SCBWI Tokyo now has a Translation Group for Japanese to English translators of children’s and YA literature, and this year the group will hold its second Translation Day on June 16, which will feature Alexander O. Smith and translators of stories in Tomo: Friendship Through Fiction—An Anthology of Japan Teen Stories. Through this SCBWI Tokyo Translation Group we aim to cultivate translators skilled in the nuances and particulars of children’s literature and hope that the group can be a model for other regions in Asia so that English-language publishers around the world can readily find experienced translators. In the future, perhaps more children’s and YA literature from Asia can appear in English and reach a wider global readership.

Holly Thompson was raised in New England and is a longtime resident of Japan. Her verse novel Orchards(Delacorte/Random House) won the 2012 APALA Asian/Pacific American Award for Literature  and is a YALSA 2012 Best Fiction for Young Adults title. She recently edited Tomo: Friendship Through Fiction—An Anthology of Japan Teen Stories (Stone Bridge Press), and her next verse novel The Language Inside (Delacorte/Random House) will be published in 2013. She teaches creative writing at Yokohama City University and serves as the regional advisor of the Tokyo chapter of the Society of Children’s Book Writers and Illustrators. Visit her website:

SCBWI Tokyo Illustrators Exhibition 2011 ~ Sept 6 – 11, Tokyo, Japan

Monday, August 22nd, 2011


The Society of Children’s Book Writers and Illustrators presents:

SCBWI Tokyo Illustrators Exhibition 2011

Messages from our Hearts to Friends Not Yet Met

Time: Tuesday, September 6 – Sunday, September 11, 2011

Place: Galerie Malle, 4-8-3 Ebisu, Shibuya-ku, Tokyo

Messages from our Hearts to Friends Not Yet Met is an exhibition by eleven children’s book illustrators who live in Japan and are active internationally. Exhibitors are Akira Hamano, Michael Kloran, Naomi Kojima, John Kolosowski, Midori Mori, Shohei Nishihara, Paul Richardson, Daniel Schallau, Izumi Tanaka, Kazuko Unosawa and Yoko Yoshizawa. Each artist will exhibit several illustrations and works will be available for sale.

For more information contact Holly Thompson, Regional Advisor, SCBWI Tokyo by clicking here.

Postcard from Japan: PaperTigers in Tokyo

Wednesday, July 13th, 2011

I had the great pleasure this past weekend of going to Tokyo for two PaperTigers related events — one, to give a talk about PaperTigers to the SCBWI Tokyo chapter, and two, to visit the Bologna Children’s Book Fair Exhibit held annually in Japan at the Itabashi Art Museum.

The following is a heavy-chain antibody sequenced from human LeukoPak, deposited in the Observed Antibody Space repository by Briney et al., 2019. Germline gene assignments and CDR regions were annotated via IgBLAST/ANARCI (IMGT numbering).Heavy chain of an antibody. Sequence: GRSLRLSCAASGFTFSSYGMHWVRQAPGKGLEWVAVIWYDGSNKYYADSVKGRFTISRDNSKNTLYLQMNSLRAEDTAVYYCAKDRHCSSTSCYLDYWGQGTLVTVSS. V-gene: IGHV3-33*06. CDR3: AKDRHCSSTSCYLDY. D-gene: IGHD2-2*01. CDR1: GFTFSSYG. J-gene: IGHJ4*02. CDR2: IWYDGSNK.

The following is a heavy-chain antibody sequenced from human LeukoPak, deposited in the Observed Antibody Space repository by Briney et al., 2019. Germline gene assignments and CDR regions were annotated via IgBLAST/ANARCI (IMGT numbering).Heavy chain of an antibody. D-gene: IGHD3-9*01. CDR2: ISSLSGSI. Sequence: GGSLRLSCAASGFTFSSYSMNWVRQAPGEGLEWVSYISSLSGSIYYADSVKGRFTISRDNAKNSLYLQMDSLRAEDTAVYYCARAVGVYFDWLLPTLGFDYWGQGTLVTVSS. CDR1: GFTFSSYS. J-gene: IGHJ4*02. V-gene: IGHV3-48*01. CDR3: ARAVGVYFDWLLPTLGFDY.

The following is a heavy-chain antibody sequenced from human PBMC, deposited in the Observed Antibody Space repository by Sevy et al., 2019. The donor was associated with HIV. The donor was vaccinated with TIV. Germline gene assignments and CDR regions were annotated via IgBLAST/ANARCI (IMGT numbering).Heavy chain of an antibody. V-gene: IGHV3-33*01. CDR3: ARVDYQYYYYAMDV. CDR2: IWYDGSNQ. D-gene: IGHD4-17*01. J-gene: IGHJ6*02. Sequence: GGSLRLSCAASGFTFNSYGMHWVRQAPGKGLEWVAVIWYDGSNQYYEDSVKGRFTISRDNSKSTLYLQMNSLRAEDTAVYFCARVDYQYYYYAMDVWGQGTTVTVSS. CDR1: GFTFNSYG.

On Friday, July 8 a small but enthusiastic audience of SCBWI members came to my talk at Tokyo’s Women’s Plaza in Shibuya to hear me explain what PaperTigers is all about.  I told everyone how there were three main components to PaperTigers — the blog, the website, and the outreach program.  When my focus turned to the SPT outreach program, I was also able to introduce host Holly Thompson’s particular Outreach contribution, which involved a set of books being donated to the Butterfly School in Cambodia.  That was a great plus!

After our talk, we had a round of Q and A about PaperTigers and I got to see some of the lovely work of illustrators such as Izumi Tanaka, and hear about writer and illustrator Yoko Yoshizawa’s work with the retelling of folktales around the world, using the work of local illustrators.  I met Ruth Gilmore, librarian and church worker, and author of kidsermons— a four book series of children’s sermons.   I was able to meet with Annie Donwerth Chikamatsu, creator of the wonderful website about Japan called Here and There Japan.  And of course, it was quite exciting for all of us to chat about Holly Thompson’s new fundraising project, the Tomo anthology of Japan-related YA fiction, which is now receiving submissions.  Check out the Tomo blog as well as Holly’s own blog and website, Hatbooks.

The following Saturday I went to the Itabashi Art Museum to see the 2010 Bologna Book Fair exhibit.  The Book Fair exhibit tours Japan annually.  In the Tokyo area, the hosting museum is the Itabashi Art Museum which has been hosting the book fair for thirty years.  I was most intrigued by the artwork of the winner of the 2010 International Award for Illustration, Philip Giordano.  His illustrations were for a rather fantastical re-telling of the famous Japanese fairytale — Kaguyahime.  There were many other wonderful illustrations, but I was a bit dismayed by how few there were from the Americas — south and north.  Yet, I was very glad to get a taste of some of the world’s best art for children; it certainly inspired me to think about writing for children in a new way!  I picked up the Illustrator’s Annual and have been enjoying browsing through it.